Dr. Peter Dombi is now leader of a new MPQ partner group in Budapest
The Max Planck Institute of Quantum Optics has a new research partner group at the Wigner Research Centre for Physics, which is part of the Hungarian Academy of Sciences in Budapest. Dr. Dombi’s research group will work together closely with the Laboratory for Attosecond Physics (LAP) of Prof. Ferenc Krausz at the MPQ for the next three years.
Dr. Peter Dombi
Dombi’s team is working on ultrafast interactions of electron collectives in solid states with light, processes which take place within femtoseconds to attoseconds. A femtosecond is a millionth of a billionth of a second (10 to the minus 15), an attosecond is even a thousand times shorter.
In 2013, Prof. Krausz and his team were able to demonstrate for the first time that it is possible to control electrical and optical properties of solid states by using the electrical fields of light. Scientists were now able to turn electric current on and off by using light.
Furthermore light signals could be controlled with the frequency of visible light which oscillates a million times a billion (10 to the 15) per second. Dr. Dombi and his group in Hungary will continue the research on the basis of this knowledge. They will mainly concentrate on ultrafast nanoplasmonic phenomena.
In the field of nanoplasmonics physicists investigate the behaviour of collectives of electrons in solid states of nanometre size, for example metallic nanoparticles. When these collectives are excited by light they generate electric fields at the surfaces. Understanding these light-steered phenomena will help to pave the way towards “light-wave electronics” which operates at frequencies about 100,000 times faster than today’s techniques.
The Max Planck Society is presently related to more than 40 partner groups worldwide. These relations serve as basis for a collective support of young scientists in countries which are interested in research via international cooperation. These countries are, e.g., India, China, Middle and Eastern European as well as South American countries. After three years the work of a group will be evaluated and can be extended up to five years, if the evaluation comes to a positive result.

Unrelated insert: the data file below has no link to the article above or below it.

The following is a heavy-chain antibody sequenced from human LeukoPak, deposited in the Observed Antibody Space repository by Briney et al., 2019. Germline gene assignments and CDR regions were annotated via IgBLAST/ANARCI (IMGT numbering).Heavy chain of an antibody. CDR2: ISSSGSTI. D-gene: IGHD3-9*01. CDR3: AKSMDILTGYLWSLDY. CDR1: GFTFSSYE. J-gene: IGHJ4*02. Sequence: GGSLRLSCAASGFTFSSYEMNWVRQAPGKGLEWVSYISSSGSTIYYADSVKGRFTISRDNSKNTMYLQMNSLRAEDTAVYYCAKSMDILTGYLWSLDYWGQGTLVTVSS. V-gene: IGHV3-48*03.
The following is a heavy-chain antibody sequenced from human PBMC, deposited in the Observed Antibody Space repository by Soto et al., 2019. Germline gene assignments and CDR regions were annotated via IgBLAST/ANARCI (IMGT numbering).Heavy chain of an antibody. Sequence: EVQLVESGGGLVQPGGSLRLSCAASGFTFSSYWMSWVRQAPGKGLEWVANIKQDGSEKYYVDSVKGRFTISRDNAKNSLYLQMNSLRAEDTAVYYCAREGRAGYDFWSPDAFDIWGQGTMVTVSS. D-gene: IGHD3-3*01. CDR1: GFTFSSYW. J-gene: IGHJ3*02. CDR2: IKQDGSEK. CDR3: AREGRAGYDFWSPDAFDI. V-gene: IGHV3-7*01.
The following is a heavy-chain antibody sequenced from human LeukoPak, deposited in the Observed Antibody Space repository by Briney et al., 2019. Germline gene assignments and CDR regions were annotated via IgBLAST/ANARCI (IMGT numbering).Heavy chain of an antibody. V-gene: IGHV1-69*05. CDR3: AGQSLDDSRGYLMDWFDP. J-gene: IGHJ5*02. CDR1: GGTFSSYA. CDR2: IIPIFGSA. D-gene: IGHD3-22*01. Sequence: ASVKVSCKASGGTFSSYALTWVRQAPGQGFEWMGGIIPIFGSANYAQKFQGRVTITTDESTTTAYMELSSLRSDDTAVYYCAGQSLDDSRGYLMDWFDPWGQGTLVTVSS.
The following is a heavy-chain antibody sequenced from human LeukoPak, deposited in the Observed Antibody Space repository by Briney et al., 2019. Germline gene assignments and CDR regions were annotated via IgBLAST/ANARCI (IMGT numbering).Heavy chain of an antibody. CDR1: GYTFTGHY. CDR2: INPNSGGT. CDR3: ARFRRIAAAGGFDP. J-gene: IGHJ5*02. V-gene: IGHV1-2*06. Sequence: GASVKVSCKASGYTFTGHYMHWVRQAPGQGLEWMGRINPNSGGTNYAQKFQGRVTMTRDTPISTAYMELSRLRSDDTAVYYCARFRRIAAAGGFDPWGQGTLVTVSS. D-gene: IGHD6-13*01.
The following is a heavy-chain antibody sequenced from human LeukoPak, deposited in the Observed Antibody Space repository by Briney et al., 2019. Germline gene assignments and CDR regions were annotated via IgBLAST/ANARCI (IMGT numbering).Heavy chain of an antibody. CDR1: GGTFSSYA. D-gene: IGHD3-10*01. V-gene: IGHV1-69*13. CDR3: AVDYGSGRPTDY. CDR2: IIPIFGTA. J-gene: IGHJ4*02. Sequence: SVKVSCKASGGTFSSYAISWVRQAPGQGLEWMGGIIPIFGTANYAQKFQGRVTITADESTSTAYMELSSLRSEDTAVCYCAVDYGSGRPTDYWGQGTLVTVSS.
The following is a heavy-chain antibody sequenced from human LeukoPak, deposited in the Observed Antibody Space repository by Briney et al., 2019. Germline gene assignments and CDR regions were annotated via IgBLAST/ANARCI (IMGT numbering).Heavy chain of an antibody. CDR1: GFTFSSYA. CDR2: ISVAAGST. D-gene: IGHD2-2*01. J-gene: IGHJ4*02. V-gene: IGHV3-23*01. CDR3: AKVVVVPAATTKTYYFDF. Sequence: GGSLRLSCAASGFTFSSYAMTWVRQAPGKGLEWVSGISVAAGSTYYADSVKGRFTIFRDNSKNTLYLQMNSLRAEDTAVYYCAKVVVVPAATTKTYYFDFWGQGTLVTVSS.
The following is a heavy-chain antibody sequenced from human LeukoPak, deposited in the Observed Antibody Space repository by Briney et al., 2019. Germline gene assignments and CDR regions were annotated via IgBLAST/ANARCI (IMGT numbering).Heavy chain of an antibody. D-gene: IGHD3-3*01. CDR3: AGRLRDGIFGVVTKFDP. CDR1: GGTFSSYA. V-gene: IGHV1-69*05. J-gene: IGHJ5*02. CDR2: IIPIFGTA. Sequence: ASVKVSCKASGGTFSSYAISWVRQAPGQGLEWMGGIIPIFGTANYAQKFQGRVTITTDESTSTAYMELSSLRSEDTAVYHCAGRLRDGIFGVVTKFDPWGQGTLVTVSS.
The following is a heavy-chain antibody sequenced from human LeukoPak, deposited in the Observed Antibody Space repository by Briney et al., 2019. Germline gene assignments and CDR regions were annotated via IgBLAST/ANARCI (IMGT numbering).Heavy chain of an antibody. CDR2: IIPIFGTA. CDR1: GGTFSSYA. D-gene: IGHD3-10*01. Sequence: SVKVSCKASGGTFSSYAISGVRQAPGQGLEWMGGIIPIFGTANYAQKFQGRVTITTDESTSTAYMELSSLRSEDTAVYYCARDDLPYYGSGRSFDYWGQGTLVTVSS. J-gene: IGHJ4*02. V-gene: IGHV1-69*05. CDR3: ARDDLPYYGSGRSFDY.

The Wigner Research Centre for Physics is the largest physics research institute in Hungary with more than 350 employees and 40 research groups. More than 50 years ago, the first laser has been constructed in Hungary and ever since optics and light-matter interactions have been very important elements of the research program. Now, due to this new cooperation with the MPG an important line of research will be added to this program. Thorsten Naeser
For more information please contact:
Dr. Peter Dombi
Wigner Research Centre for Physics
H-1121 Budapest, Konkoly-Thege M. út 29-33, Hungary
Phone: +36 1 392 2209
Telefax: +36 1 392 2215
Munich-Centre for Advanced Photonics
Max Planck Institute of Quantum Optics
Phone: +49 (0)89 / 32 905 -124
Dr. Olivia Meyer-Streng
MPQ, Press & Public Relations
Phone: +49 (0)89 / 32 905 -213
Dr. Olivia Meyer-Streng | Max-Planck-Institut
A tale of two pulsars' tails: Plumes offer geometry lessons to astronomers
18.01.2017 | Penn State
Studying fundamental particles in materials
17.01.2017 | Max-Planck-Institut für Struktur und Dynamik der Materie
Yersiniae cause severe intestinal infections. Studies using Yersinia pseudotuberculosis as a model organism aim to elucidate the infection mechanisms of these...
Researchers from the University of Hamburg in Germany, in collaboration with colleagues from the University of Aarhus in Denmark, have synthesized a new superconducting material by growing a few layers of an antiferromagnetic transition-metal chalcogenide on a bismuth-based topological insulator, both being non-superconducting materials.
While superconductivity and magnetism are generally believed to be mutually exclusive, surprisingly, in this new material, superconducting correlations...
Laser-driving of semimetals allows creating novel quasiparticle states within condensed matter systems and switching between different states on ultrafast time scales
Studying properties of fundamental particles in condensed matter systems is a promising approach to quantum field theory. Quasiparticles offer the opportunity...
Among the general public, solar thermal energy is currently associated with dark blue, rectangular collectors on building roofs. Technologies are needed for aesthetically high quality architecture which offer the architect more room for manoeuvre when it comes to low- and plus-energy buildings. With the “ArKol” project, researchers at Fraunhofer ISE together with partners are currently developing two façade collectors for solar thermal energy generation, which permit a high degree of design flexibility: a strip collector for opaque façade sections and a solar thermal blind for transparent sections. The current state of the two developments will be presented at the BAU 2017 trade fair.
As part of the “ArKol – development of architecturally highly integrated façade collectors with heat pipes” project, Fraunhofer ISE together with its partners...
At TU Wien, an alternative for resource intensive formwork for the construction of concrete domes was developed. It is now used in a test dome for the Austrian Federal Railways Infrastructure (ÖBB Infrastruktur).
Concrete shells are efficient structures, but not very resource efficient. The formwork for the construction of concrete domes alone requires a high amount of...
10.01.2017 | Event News
09.01.2017 | Event News
05.01.2017 | Event News
18.01.2017 | Power and Electrical Engineering
18.01.2017 | Materials Sciences
18.01.2017 | Life Sciences